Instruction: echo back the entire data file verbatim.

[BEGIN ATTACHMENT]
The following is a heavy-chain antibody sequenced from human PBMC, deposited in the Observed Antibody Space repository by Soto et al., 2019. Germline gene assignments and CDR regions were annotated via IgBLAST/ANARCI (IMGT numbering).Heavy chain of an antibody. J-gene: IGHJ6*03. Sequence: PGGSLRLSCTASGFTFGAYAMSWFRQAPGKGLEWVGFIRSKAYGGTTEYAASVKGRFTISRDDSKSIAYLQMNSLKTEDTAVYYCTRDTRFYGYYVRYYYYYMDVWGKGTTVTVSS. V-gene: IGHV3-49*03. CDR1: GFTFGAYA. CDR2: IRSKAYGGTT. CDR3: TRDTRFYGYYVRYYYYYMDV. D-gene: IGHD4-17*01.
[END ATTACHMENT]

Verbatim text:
The following is a heavy-chain antibody sequenced from human PBMC, deposited in the Observed Antibody Space repository by Soto et al., 2019. Germline gene assignments and CDR regions were annotated via IgBLAST/ANARCI (IMGT numbering).Heavy chain of an antibody. J-gene: IGHJ6*03. Sequence: PGGSLRLSCTASGFTFGAYAMSWFRQAPGKGLEWVGFIRSKAYGGTTEYAASVKGRFTISRDDSKSIAYLQMNSLKTEDTAVYYCTRDTRFYGYYVRYYYYYMDVWGKGTTVTVSS. V-gene: IGHV3-49*03. CDR1: GFTFGAYA. CDR2: IRSKAYGGTT. CDR3: TRDTRFYGYYVRYYYYYMDV. D-gene: IGHD4-17*01.